I was completely expecting Robert to play 2. c8=Q+! here, and I was getting ready to congratulate him on a well-played endgame and a terrific come-from-behind victory. But alas, another rule of kids’ chess is that captures (if you see them) are forced. And so Robert played 2. cd=Q+? After all, if you can both queen a pawn and take a piece, it’s got to be better than just queening a pawn, right?

Naturally, Miles played 2. … Kxd8. In a game between experienced players this position would now be a complete draw. But this is kids’ chess, and remember that in kids’ chess passed pawns are more valuable than gold. Remember also that kids’ chess is all about the will to win. Robert clearly was a little bit deflated, and he had no clear idea of how to proceed for White. Miles, on the other hand, was the only player with winning chances, and he had a very clear plan: march his king up, march his pawn to f4, and then queen the h-pawn. And that’s exactly what happened.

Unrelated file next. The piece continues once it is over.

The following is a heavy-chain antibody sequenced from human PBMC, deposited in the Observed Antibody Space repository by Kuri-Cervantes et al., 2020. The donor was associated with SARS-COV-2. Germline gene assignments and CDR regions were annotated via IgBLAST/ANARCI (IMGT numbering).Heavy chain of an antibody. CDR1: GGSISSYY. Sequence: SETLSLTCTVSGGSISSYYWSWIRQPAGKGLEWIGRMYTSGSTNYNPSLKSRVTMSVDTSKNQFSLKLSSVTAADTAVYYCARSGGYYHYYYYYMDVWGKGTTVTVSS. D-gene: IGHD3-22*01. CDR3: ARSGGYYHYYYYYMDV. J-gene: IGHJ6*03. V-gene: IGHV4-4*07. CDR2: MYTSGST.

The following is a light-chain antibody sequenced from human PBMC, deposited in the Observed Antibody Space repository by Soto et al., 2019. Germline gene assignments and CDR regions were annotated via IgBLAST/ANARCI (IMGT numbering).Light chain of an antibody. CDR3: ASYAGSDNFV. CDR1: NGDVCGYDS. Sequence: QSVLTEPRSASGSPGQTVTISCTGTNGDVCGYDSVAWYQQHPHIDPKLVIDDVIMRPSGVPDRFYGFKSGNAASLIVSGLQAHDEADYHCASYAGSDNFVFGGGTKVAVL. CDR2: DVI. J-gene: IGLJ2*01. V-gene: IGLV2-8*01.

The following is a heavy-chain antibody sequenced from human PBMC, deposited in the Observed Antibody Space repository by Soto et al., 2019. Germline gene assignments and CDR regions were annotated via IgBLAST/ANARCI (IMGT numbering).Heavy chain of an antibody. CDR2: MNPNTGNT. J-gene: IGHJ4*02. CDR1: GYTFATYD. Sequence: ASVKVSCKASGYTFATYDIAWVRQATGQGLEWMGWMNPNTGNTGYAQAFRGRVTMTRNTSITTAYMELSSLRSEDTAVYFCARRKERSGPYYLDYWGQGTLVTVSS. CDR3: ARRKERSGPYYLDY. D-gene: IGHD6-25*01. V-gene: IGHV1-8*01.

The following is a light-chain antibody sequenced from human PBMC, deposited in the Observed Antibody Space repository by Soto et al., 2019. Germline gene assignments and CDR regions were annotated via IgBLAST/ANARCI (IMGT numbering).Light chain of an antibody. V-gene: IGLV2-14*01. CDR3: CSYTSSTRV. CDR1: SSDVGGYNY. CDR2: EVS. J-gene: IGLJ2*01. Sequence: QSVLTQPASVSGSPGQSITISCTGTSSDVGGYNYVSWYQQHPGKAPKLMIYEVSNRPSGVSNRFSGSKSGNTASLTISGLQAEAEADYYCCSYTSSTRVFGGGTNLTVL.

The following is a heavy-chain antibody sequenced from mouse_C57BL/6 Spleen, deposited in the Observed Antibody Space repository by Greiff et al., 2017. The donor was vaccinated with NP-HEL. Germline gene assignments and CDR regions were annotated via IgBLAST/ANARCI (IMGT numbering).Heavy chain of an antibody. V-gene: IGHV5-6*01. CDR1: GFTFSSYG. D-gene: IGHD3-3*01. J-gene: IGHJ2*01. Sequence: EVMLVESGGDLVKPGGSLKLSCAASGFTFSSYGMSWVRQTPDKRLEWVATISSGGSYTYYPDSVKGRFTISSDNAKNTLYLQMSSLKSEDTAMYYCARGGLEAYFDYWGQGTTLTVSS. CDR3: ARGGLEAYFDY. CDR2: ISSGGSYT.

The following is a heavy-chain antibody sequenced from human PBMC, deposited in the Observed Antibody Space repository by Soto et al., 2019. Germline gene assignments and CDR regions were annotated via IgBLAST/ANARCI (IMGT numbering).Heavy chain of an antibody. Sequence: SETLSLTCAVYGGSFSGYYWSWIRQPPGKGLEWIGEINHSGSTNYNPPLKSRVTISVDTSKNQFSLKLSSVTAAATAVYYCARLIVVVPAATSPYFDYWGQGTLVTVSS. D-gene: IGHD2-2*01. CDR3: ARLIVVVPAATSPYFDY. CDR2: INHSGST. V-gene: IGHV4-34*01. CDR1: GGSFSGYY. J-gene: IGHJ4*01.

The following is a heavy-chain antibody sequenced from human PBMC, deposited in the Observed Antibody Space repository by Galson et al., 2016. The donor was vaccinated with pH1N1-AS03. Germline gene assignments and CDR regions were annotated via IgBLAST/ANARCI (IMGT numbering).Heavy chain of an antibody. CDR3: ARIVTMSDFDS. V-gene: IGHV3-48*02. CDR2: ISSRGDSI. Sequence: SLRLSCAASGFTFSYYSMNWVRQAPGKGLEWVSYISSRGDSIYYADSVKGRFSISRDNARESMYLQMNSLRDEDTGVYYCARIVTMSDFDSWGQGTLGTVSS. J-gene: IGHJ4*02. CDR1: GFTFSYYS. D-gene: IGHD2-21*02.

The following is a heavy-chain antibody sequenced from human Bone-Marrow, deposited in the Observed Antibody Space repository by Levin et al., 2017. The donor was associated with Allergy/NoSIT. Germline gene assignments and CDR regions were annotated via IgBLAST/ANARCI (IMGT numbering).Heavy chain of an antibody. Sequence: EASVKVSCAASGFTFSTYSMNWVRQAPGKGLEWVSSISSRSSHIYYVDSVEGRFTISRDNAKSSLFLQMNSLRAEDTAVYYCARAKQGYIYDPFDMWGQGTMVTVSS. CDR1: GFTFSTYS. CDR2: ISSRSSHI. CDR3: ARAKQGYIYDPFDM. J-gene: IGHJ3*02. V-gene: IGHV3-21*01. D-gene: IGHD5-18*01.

Games like these remind me of Elizabeth Vicary’s delightful post on “Differences in Scholastic Chess.” In fact, two of the principles I have mentioned can be found in her post. Her rule #1 says, “Since for the most part, kids can’t blockade at all, passed pawns are like golden eggs.” Judging from these games, I would make a more precise statement: an unblockaded passed pawn on the fifth rank or farther is worth at least a rook. Elizabeth’s rule #7 says, “If a capture is possible, it is always the most likely move to be played.” So what happened in the game between Miles and Robert shouldn’t have been a surprise.

I hope that no one interprets any of my comments as criticism of any of the kids. They all played with great passion and great sportsmanship, and I can’t ask for anything more.